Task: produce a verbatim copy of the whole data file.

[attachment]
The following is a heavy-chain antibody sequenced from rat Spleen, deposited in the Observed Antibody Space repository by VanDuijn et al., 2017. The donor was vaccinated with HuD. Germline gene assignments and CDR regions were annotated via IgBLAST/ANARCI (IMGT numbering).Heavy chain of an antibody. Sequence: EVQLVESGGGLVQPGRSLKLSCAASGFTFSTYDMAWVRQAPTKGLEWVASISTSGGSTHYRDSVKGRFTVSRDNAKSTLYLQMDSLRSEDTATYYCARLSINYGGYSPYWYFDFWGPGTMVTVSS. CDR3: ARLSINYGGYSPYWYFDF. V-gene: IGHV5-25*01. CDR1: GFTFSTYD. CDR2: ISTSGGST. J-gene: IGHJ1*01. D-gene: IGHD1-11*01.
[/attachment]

The following is a heavy-chain antibody sequenced from rat Spleen, deposited in the Observed Antibody Space repository by VanDuijn et al., 2017. The donor was vaccinated with HuD. Germline gene assignments and CDR regions were annotated via IgBLAST/ANARCI (IMGT numbering).Heavy chain of an antibody. Sequence: EVQLVESGGGLVQPGRSLKLSCAASGFTFSTYDMAWVRQAPTKGLEWVASISTSGGSTHYRDSVKGRFTVSRDNAKSTLYLQMDSLRSEDTATYYCARLSINYGGYSPYWYFDFWGPGTMVTVSS. CDR3: ARLSINYGGYSPYWYFDF. V-gene: IGHV5-25*01. CDR1: GFTFSTYD. CDR2: ISTSGGST. J-gene: IGHJ1*01. D-gene: IGHD1-11*01.